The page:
AGP V-3800 TNT2 review
Franco on May 7, 1999 - Page 3/6
and First Impressions
the V-3800 card after a Windows 98 Clean Install and I had
no problems configuring the card, Windows just asked me for
a disk with the drivers and that was it. ASUS also provided
me with a little overclocking utility, it was a snap to
overclock this card, the utility is slider based, I think
you know what to expect (see the image below), it's very
probable that ASUS will include this in the final product or
maybe make it available through the net.
want to overclock the card, right ?
As I said
before the V-3800 comes default clocked at 125/150mhz which
is the basic spec for the TNT2, I tried overclocking the
card and I found that it ran very stable at 150/175mhz,
apparently heat is no problem at this speed, notice that the
card comes with a generous heatsink/fan combo.
overclocking the card even further but the gain was minimal,
I couldn't push the memory any higher and I got stucked at
165/175mhz, anything more would cause a lock-up.
drivers I'm using with the card now aren't the ones that
will come with the retail version, they are very stable,
actually I had no problems with them, no random lock-ups or
anything, consider that TNT2 drivers are very mature since
they're based on the TNT1 Detonator drivers, you can even
use these drivers on your TNT1 card and get a speed boost,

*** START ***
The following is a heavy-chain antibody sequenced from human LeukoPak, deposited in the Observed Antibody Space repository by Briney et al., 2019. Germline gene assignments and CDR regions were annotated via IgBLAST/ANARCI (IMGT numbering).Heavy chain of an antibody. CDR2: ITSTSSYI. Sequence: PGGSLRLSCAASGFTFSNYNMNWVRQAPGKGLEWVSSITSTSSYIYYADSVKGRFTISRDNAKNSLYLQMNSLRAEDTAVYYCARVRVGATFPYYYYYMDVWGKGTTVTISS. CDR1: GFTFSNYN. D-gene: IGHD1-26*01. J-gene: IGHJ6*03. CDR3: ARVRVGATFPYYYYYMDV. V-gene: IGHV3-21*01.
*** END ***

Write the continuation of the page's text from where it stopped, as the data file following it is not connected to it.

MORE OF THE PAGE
this shows that there have been a lot of improvements in the
software side of the things as well.
I think you
know what to expect from Detonator drivers, Pentium III SSE
extensions and AMD 3DNow! optimizations are included, NVIDIA
is working in some new drivers with much better 3DNow!
support though, remember that the K7 is going to use the
course, I just couldn't resist to mention the wonderful
OpenGL ICD (the truth is that there are very few 3D chips
out there with a non-beta OGL ICD), you don't have to worry
about installing a MiniGL and putting it in the folder of
the game you want to run or anything, just run the game and
select OpenGL rendering.
I tried the
TV-Out and I've to say it's one of the best I've ever seen,
although you can't go higher than 800x600, the image quality
was very nice for a TV, by the way, in case you were
wondering, you can use the TV output and your CRT screen at
the same time.
the launch of the V-3800, ASUS is introducing the Virtual
Reality Stereoscope. Designed in-house by ASUS and based on
the H3D glasses, you'll notice the effect you get is pretty
much like the one in the W3D eyeSCREAM. Although you can't
adjust the size of the image, the glasses are big enough to
satisfy most if not all of the users, they're a bit heavy
though. ASUS is offering support for all Direct3D games,
hopefully OpenGL games will be supported soon, anyway when I
tried running some games using the glasses the computer
hanged up, hopefully this will corrected in the drivers that
will ship with the retail version of the card.
On the image
quality, there isn't a lot to say about it... it's similar
if not identical to the TNT1 which isn't bad, consider that
now using 32bit rendering doesn't cost you as much
performance as it did with the TNT, anyway the Matrox G200
chip is still the king in the visual quality arena.
speed. There is no doubt of it, the TNT2 is faster than the
original TNT and I consider it a must upgrade for the
hardcore gamer, features haven't changed at all but is raw
speed what makes a difference between these chips, I'll let
the benchmarks speak for me...